Wednesday, April 21, 2010

Spies, Kings, and Assassins

Michelle LaNasa, a student teacher in northeastern Ohio, has been using the methods described in Imaginative Realism as a textbook in her art classes.

She writes:
“I was inspired by your method of photographing friends and neighbors to create characters, and I passed around copies of Dinotopia and Imaginative Realism. We focused on creating a character through body language, being observant of fabric folds, and using pastels.

Above: “S's Time-Jumping Matador”

“I brought costumes to school and had each student dress up. They assumed the body language of a character that they had made up, and I photographed them. There were dancers and spies, kings and assassins, and even a deranged scientist intent on stealing breakfast cereal.

Above: “Z’s Aqua Girloo”

“I printed their photos so the students could use themselves as a reference. They lightly sketched out the drawing, adding imaginative details to further define their character, then fleshed it out with pastels. At the end, they wrote brief background stories of who they had drawn, what they were doing, and how they had gotten into their (sometimes wonderfully strange) situations.”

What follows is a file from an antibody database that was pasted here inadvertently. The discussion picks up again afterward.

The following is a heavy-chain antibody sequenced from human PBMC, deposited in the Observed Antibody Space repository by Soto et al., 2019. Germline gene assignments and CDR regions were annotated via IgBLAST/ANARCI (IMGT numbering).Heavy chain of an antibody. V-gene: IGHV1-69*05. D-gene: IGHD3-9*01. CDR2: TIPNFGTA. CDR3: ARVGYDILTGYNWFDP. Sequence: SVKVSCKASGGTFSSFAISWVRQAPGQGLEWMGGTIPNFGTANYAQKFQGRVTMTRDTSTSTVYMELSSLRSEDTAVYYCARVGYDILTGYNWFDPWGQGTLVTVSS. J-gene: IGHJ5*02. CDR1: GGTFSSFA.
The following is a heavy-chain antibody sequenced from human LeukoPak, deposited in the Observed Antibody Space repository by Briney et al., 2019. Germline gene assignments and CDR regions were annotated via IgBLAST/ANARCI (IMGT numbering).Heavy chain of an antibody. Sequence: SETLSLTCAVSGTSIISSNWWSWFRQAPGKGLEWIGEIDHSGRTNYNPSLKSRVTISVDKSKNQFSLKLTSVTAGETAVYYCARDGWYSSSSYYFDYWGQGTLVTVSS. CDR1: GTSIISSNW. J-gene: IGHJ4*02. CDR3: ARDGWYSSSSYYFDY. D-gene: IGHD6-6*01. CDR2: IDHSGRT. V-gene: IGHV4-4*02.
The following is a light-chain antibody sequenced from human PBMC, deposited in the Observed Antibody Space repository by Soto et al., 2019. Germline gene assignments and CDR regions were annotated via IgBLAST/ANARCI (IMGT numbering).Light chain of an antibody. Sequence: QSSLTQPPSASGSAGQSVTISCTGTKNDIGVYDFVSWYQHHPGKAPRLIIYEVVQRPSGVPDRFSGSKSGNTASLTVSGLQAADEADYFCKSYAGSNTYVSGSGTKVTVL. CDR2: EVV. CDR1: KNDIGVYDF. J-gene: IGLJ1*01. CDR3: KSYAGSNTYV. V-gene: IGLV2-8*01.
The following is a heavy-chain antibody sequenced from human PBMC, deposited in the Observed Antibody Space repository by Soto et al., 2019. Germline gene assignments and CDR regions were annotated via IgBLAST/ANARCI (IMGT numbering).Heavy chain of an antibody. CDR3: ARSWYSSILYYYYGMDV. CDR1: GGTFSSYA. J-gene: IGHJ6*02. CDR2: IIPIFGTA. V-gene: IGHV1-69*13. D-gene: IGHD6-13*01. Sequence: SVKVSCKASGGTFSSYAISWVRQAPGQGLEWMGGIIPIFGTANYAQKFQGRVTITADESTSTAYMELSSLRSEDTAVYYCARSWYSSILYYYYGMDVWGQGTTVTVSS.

If you’re a teacher, and you’ve been using Imaginative Realism in your school class, send me photos and a description of your project, and I’ll try to post about it. You can reach me at


Unknown said...

That is a great idea!

Unknown said...

What a great idea, art for me at school was a static dusty affair with the teacher inhibiting any flair. The teacher had no artistic training and was a metal work teacher.

I used to collect cuttings off football players, tennis players and basketball players from newspapers and magazines when they are jumping or leaping, falling.

These ended up in my comic art.

If only my teacher had the same sense of fun


Sam G said...

How cool! Wish my art teacher way back in Junior High was this creative. Looks like the students really got into it.